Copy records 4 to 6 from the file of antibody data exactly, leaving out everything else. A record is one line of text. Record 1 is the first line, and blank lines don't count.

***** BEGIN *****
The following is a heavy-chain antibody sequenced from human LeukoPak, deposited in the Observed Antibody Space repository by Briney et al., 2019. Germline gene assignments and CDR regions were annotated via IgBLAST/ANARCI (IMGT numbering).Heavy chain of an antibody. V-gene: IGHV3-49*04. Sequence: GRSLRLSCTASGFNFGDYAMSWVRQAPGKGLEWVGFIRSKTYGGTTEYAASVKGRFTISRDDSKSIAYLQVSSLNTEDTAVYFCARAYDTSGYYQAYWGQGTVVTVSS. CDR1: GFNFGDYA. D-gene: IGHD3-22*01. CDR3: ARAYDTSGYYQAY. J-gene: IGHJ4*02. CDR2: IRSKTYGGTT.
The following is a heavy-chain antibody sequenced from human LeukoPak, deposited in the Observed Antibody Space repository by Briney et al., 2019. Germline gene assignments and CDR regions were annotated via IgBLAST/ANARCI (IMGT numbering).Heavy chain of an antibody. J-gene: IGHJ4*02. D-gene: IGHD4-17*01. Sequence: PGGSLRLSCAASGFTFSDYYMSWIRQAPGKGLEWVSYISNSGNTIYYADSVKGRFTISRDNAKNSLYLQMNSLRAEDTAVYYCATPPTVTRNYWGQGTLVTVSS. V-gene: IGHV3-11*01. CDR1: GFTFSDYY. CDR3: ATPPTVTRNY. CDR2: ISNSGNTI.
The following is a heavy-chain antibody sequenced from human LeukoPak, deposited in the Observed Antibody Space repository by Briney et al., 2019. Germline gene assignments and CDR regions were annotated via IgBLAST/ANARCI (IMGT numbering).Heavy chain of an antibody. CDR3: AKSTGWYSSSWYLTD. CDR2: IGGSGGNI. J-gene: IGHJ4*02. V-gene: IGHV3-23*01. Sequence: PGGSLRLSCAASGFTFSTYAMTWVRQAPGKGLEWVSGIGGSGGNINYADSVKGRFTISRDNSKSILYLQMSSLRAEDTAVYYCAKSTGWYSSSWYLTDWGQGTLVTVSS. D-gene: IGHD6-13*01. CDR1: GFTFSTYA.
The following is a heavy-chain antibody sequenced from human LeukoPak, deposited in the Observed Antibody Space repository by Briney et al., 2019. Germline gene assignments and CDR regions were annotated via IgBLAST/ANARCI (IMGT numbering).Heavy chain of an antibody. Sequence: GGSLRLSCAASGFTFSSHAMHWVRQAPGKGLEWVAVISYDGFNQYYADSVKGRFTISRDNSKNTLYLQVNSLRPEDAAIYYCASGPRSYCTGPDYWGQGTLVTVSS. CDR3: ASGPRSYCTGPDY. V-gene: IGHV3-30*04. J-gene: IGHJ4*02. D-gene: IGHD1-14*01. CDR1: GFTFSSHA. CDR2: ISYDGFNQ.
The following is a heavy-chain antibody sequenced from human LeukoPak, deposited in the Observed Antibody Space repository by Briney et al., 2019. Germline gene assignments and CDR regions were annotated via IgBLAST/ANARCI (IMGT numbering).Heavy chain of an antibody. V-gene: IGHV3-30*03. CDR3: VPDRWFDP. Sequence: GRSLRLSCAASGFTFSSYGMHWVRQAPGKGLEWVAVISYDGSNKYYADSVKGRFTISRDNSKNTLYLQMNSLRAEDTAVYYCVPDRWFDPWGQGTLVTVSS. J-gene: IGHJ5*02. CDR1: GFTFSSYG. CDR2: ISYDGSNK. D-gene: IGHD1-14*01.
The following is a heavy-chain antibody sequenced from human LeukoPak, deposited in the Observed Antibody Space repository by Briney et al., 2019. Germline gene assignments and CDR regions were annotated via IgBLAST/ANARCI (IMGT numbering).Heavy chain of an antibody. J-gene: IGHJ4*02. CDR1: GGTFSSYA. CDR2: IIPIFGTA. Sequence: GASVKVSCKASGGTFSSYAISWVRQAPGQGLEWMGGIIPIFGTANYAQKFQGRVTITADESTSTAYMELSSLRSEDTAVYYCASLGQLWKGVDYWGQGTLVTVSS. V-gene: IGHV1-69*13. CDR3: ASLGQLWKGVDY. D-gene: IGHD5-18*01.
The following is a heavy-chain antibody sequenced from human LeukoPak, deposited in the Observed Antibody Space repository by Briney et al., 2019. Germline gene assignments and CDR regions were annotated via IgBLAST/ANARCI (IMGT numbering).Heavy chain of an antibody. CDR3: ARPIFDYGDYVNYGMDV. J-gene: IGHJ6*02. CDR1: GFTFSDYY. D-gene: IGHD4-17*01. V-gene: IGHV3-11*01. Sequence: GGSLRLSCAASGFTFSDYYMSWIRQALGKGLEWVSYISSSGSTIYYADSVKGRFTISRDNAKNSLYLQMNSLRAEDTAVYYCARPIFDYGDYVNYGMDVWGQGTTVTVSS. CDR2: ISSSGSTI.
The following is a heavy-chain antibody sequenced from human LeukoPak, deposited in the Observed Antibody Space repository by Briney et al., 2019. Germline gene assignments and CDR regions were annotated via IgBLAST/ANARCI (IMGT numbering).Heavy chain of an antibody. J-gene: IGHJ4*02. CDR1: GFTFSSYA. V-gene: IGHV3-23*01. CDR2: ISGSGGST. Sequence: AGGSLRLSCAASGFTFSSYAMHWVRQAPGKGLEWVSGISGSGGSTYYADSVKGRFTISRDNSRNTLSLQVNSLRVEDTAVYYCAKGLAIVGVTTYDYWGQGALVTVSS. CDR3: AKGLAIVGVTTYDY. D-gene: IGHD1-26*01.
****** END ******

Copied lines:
The following is a heavy-chain antibody sequenced from human LeukoPak, deposited in the Observed Antibody Space repository by Briney et al., 2019. Germline gene assignments and CDR regions were annotated via IgBLAST/ANARCI (IMGT numbering).Heavy chain of an antibody. Sequence: GGSLRLSCAASGFTFSSHAMHWVRQAPGKGLEWVAVISYDGFNQYYADSVKGRFTISRDNSKNTLYLQVNSLRPEDAAIYYCASGPRSYCTGPDYWGQGTLVTVSS. CDR3: ASGPRSYCTGPDY. V-gene: IGHV3-30*04. J-gene: IGHJ4*02. D-gene: IGHD1-14*01. CDR1: GFTFSSHA. CDR2: ISYDGFNQ.
The following is a heavy-chain antibody sequenced from human LeukoPak, deposited in the Observed Antibody Space repository by Briney et al., 2019. Germline gene assignments and CDR regions were annotated via IgBLAST/ANARCI (IMGT numbering).Heavy chain of an antibody. V-gene: IGHV3-30*03. CDR3: VPDRWFDP. Sequence: GRSLRLSCAASGFTFSSYGMHWVRQAPGKGLEWVAVISYDGSNKYYADSVKGRFTISRDNSKNTLYLQMNSLRAEDTAVYYCVPDRWFDPWGQGTLVTVSS. J-gene: IGHJ5*02. CDR1: GFTFSSYG. CDR2: ISYDGSNK. D-gene: IGHD1-14*01.
The following is a heavy-chain antibody sequenced from human LeukoPak, deposited in the Observed Antibody Space repository by Briney et al., 2019. Germline gene assignments and CDR regions were annotated via IgBLAST/ANARCI (IMGT numbering).Heavy chain of an antibody. J-gene: IGHJ4*02. CDR1: GGTFSSYA. CDR2: IIPIFGTA. Sequence: GASVKVSCKASGGTFSSYAISWVRQAPGQGLEWMGGIIPIFGTANYAQKFQGRVTITADESTSTAYMELSSLRSEDTAVYYCASLGQLWKGVDYWGQGTLVTVSS. V-gene: IGHV1-69*13. CDR3: ASLGQLWKGVDY. D-gene: IGHD5-18*01.